If the protagonist of Next were to use his ability to peer two minutes into the future before watching Next, he'd probably have enough to go on to skip it altogether. That's how long it takes to tell the movie will be high on concept and low on content. To find out just how bad it gets, though, he'd have to watch the whole film.
Nicolas Cage plays Cris Johnson, a Las Vegas entertainer disguising his true abilities with a cheesy stage show. FBI Agent Callie Ferris (Julianne Moore) has decided that the best way to stop a smuggled nuclear bomb from detonating somewhere in the U.S. is to use Johnson's talent for prognostication. Never mind the fact that he can only see two minutes into the future, giving her a very brief window in which to act if he were to see the bomb. That's about the level of logic at which this film operates.
Callie tries to enlist Cris, who refuses for reasons never made entirely clear, and so begins a cross-state chase with both the FBI and a pack of terrorists on our hero's trail. Along the way he meets generic love interest Liz (Jessica Biel) who appears to be able to alter his abilities, and is also good for moving the plot along by getting captured or coerced.
The movie finds its groove whenever Cris displays his abilities, using his mini-forecasting to figure out just how to evade authorities at a casino or dodge falling obstacles down a cliffside. Unfortunately, that's not enough to make up for flat dialogue, massive plot holes (if it takes Johnson two minutes to view what happens in the future, won't the two minutes have arrived by the time he's viewed it?), and subpar acting from Moore, of all people, who feels like she's trying to play Clarice Starling again, but just can't summon the energy.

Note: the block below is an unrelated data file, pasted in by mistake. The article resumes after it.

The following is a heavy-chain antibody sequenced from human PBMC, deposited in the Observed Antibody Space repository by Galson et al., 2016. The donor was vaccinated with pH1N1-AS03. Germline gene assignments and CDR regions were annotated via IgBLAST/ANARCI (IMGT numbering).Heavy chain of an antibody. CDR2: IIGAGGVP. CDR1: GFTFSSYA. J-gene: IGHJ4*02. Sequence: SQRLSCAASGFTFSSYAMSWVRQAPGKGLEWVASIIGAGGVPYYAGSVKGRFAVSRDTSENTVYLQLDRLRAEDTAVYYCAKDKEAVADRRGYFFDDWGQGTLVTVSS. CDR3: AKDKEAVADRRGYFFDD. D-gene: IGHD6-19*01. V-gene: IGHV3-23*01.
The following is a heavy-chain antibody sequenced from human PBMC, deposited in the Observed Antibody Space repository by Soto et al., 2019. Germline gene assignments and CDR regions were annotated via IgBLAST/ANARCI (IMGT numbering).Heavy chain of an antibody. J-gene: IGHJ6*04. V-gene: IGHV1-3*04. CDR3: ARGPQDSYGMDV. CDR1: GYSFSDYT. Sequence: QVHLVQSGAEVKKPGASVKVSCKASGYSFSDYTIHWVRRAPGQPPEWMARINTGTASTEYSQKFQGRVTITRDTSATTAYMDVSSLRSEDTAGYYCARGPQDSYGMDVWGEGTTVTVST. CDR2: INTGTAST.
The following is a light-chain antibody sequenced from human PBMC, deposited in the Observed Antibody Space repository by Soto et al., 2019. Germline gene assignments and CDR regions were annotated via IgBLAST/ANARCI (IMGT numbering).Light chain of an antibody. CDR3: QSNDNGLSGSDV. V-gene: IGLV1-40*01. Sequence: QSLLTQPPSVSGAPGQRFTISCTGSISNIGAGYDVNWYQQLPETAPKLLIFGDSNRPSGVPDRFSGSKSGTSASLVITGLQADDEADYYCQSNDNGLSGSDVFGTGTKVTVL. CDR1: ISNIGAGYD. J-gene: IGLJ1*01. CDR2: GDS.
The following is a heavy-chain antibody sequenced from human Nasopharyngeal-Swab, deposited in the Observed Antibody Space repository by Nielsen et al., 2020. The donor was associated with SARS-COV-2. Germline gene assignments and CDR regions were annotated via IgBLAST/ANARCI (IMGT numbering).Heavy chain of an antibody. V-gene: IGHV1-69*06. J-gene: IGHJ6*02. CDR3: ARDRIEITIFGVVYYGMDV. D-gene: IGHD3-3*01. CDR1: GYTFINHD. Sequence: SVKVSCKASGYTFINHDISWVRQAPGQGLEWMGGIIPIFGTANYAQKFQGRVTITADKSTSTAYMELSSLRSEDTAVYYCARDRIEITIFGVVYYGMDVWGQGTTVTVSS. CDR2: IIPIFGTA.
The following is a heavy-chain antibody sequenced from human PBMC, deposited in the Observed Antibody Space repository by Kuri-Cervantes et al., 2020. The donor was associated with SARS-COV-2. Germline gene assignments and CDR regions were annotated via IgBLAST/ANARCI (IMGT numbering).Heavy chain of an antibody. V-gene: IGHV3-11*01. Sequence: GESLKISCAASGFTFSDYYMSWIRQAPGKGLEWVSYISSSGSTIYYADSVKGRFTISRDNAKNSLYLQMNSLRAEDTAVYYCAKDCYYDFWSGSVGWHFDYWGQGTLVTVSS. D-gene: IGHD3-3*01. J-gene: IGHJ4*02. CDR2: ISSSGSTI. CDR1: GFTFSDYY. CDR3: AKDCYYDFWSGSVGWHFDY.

Other flaws stifle the film's potential, such as special effects that look as if someone arrived to pick them up a month early. Lee Tamahori directs with energy, but relies on overbearing music to get his point across. The script, by a gaggle of action writers including Paul Bernbaum, Gary Goldman, and Jonathan Hensleigh, comes off as an unintentional parody of a thriller, rather than a sophisticated adaptation of a Philip K. Dick mindbender.
Cage once again demonstrates that even in a bad film, he's eminently watchable, as when Cris calmly tries to ask out Liz while fighting her ex using his pre-cog kung fu. Ultimately, though, all that does is make you wish you were watching a better Nicolas Cage film.
The ending is probably going to be a point of contention for many filmgoers. Without giving too much away, it either comes off as an enormous cop-out or brilliant sleight-of-hand. The problem is, by the time you get there, you just don't care anymore.
Next is yet another case of missing the Philip K. Dick forest for the shiny high-concept trees. Stronger adaptations like Blade Runner or Minority Report mine the deeper issues raised by Dick's conceits while others, like Total Recall (also co-scripted by Goldman) at least supplement their premise with good action and an engaging script. Next simply says "wouldn't it be cool if?" and hopes that the plot, character, and dialogue will take care of themselves. They really don't.
I predict... you'll be seeing a trailer for Spider-Man 3.